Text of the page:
KOMPAS – The fake timber legality verification document passed hundreds of containers containing billions of rupiah of illegal merbau from Papua and West Papau. Ten companies were allegedly involved and were still being investigated by the police.
Head of the Forest Protection Division of the Papua Province Forestry Office, Yan Pugu, was met in Jayapura on Thursday (01/17/2019), said that timber legality verification documents such as Forest Product Legality Certificates (SKSHH) were falsified to avoid inspection of the Forestry Service and Port Authority and Port Authority Office (KSOP).
“It’s very difficult to see the difference between original and fake documents. “The company immediately made the document after putting wood in the container,” Yan said.
Throughout December 2018 to January 2019, the Directorate General of Law Enforcement of the Ministry of Environment and Forestry (KLHK) assisted by the Navy thwarted the sending of illegal merbau wood from Papua and West Papua. Total seized 384 containers in four shipments with a total value of around Rp 120 billion or the equivalent of more than 7,000 cubic meters.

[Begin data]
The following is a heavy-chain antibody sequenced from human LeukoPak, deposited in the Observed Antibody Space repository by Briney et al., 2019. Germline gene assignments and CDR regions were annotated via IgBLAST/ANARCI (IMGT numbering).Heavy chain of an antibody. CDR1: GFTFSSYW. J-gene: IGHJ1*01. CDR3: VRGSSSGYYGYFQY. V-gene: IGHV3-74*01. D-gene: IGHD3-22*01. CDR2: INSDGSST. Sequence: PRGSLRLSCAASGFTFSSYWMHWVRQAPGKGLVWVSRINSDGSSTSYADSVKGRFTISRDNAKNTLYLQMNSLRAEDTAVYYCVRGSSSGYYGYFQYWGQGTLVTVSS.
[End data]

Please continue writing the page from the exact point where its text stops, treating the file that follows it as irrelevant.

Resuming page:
Previously, the Papua Forest Service foiled the delivery of 69 containers of merbau wood from Jayapura and Nabire, August 14, 2018. Five companies had timber worth Rp. 12.15 billion.
The five companies that want to send merbau timber through the Jayapura Port are PT Mutiara Lestari Papua, CV Mandiri Perkasa, CV Wamistar, CV Puspayoga, and PT Intico Pratama. “At the moment we are completing the case file,” Yan said.
Regarding the case of the last two months with evidence of 384 containers, the Coordinator of the Natural Resources Team of the Research and Development Corruption Eradication Commission (KPK) Dian Patria asserted that his party would ask for clarification from the Directorate General of GKKK regarding the findings of 10 companies holding IUPHHK in Papua is suspected of having a problem.
Some of the findings are that the permit capacity is different from the physical field so it is used to hold illegal timber, does not have environmental permits, companies whose IUPHHK is not active but timber production goes on, and companies holding IUPHHK receive timber from the community without legal forest products.